I know Thanksgiving has passed, and that perhaps many of you have even tired of Thanksgiving stories, and are ready to move on to the rest of the holiday season. With apologies, however, I can’t keep from announcing: I cooked my first turkey yesterday. “What,” you ask? “A week and a half late? Has she been asleep? Or on another planet for the past month?” Allow me to explain. This year, we had two Thanksgivings – a vegetarian Thanksgiving with my parents on the actual day, and, just yesterday, our own non-vegetarian Thanksgiving. Really, at least in part, I just wanted to cook my first turkey – the dish of the all-American holiday, the most stressed-over, contemplated, talked about dish of the year. What could be the big deal, I wondered? It’s a dish, it has ingredients, you cook it like you would anything else, right?
We picked out a fresh turkey well ahead of time, so we would have plenty of selection – a beautiful, organic turkey, to be exact – and popped it in the freezer. Three days prior to the chosen cooking date, I transferred it from freezer to fridge, and didn’t give it another thought until around 3PM Saturday afternoon, when I decided it was time to begin the preparations. I deposited the turkey on the counter, and prodded it gently with a forefinger. It was as hard as a rock. Somehow, the turkey had not thawed at all. No matter, I thought, I’ll just leave it on the counter for a bit (yes, I know, my nutrition professors would be screaming in horror, but I admit to thawing chicken this way and I haven’t died yet. Do as I say, not as I do). Half an hour later I realized the absurdity of my counter-top solution – if it takes two chicken breasts all day to thaw out in such a manner, how long would this turkey take? A week? More proactive measures would have to be employed. I stared at my microwave, then back at the turkey, and decided it just might fit (suddenly thankful that I had spent more money than I could afford on top-notch microwave when I was a broke graduate student). This was when I discovered the number one challenge of a turkey – it is extremely Large and Cumbersome. While realizing with some part of my brain that I was exaggerating, I was nonetheless convinced that the turkey weighed as much as I did while I wrestled it onto a plate and into the microwave. Because my microwave doesn’t allow “auto-defrost” for anything over 5lb, I typed in the 5lb. setting and figured I’d just start it again when the first round had finished. Now, I’ve never defrosted anything nearly close to five pounds – we’re a two person household, after all (well, 5 if you count the cats, 9 if you count the fish, but they don’t eat much); we defrost things like one pound of ground sirloin or two chicken breasts. Imagine my surprise, then, when the microwave display cheerily read “defrost time: 39 minutes.” Thirty nine minutes?! So much for trusting my microwave. I peered inside after 20 minutes, and found that not only was the turkey completely unfrozen, it was beginning to feel a bit warm. “Don’t start cooking yet!” I yelled at the unsuspecting turkey, reduced to addressing remarks to bird carcasses in my distress. I hastily scrambled to assemble the stuffing – this at least, I knew how to do – sauté some shitake mushrooms and onions, make some breadcrumbs from a beautifully crusty rosemary loaf (see photo above), add some broth, you know the drill. Then came the issue of stuffing the turkey. I was using a roasting bag, as per the advice of my friends Emily and Aaron in Nashville (which turned out to be an excellent idea), but as I wrestled once again with the aforementioned Large Turkey I encountered my next dilemma – how to position the turkey in the stuffing bag? I had read that one should cook the turkey “breast side up,” and I am embarrassed to admit that I had to first picture a live turkey, then rotate the one on my counter a few times, until I decided upon the proper orientation for “breast side up.” Then I noticed that this nice, endorsed turkey roasting position placed the little red pop-out gage underneath the turkey, where it was neither visible nor able to pop out (unless it was strong enough to elevate the entire turkey). However, I seemed to recall my grandmother saying those pop-out gages never worked properly anyway, so I decided what the hey, I’ll do without the thing. Next, gaining confidence, I made a nice buttery paste with salt, pepper, and minced garlic, and carefully began “loosening the skin from the turkey and applying the butter beneath the skin.” In reality this consisted of me, up to my wrist inside the turkey, muttering “I’m sorry, turkey, I know this isn’t very elegant,” but the result was the same. I’m usually a very tidy, relaxed, cheerful cook, mind you, so all of this was entirely uncharacteristic – or at least I'd like to think so.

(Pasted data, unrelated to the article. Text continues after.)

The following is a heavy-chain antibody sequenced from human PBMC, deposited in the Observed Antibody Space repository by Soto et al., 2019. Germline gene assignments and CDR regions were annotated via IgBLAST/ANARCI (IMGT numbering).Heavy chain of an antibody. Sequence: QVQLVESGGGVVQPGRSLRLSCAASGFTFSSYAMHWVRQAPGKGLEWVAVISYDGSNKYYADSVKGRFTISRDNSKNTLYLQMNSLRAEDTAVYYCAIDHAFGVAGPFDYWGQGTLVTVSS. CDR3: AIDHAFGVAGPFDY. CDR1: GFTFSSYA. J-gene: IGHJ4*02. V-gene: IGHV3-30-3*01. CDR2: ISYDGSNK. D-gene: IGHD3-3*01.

Anyway, 2 hours later, for some reason the turkey was actually good. The aroma was lovely, Zach did a splendid job of carving, and I even felt ambitious enough to scoop up some of the smaller bits of carved turkey and make fried turkey gravy. The turkey was moist, the stuffing tender and flavorful, and surely the kitchen muses were looking out for me that day. Next year, I hope to proceed with confidence and aplomb – or at least get the turkey thawed on time.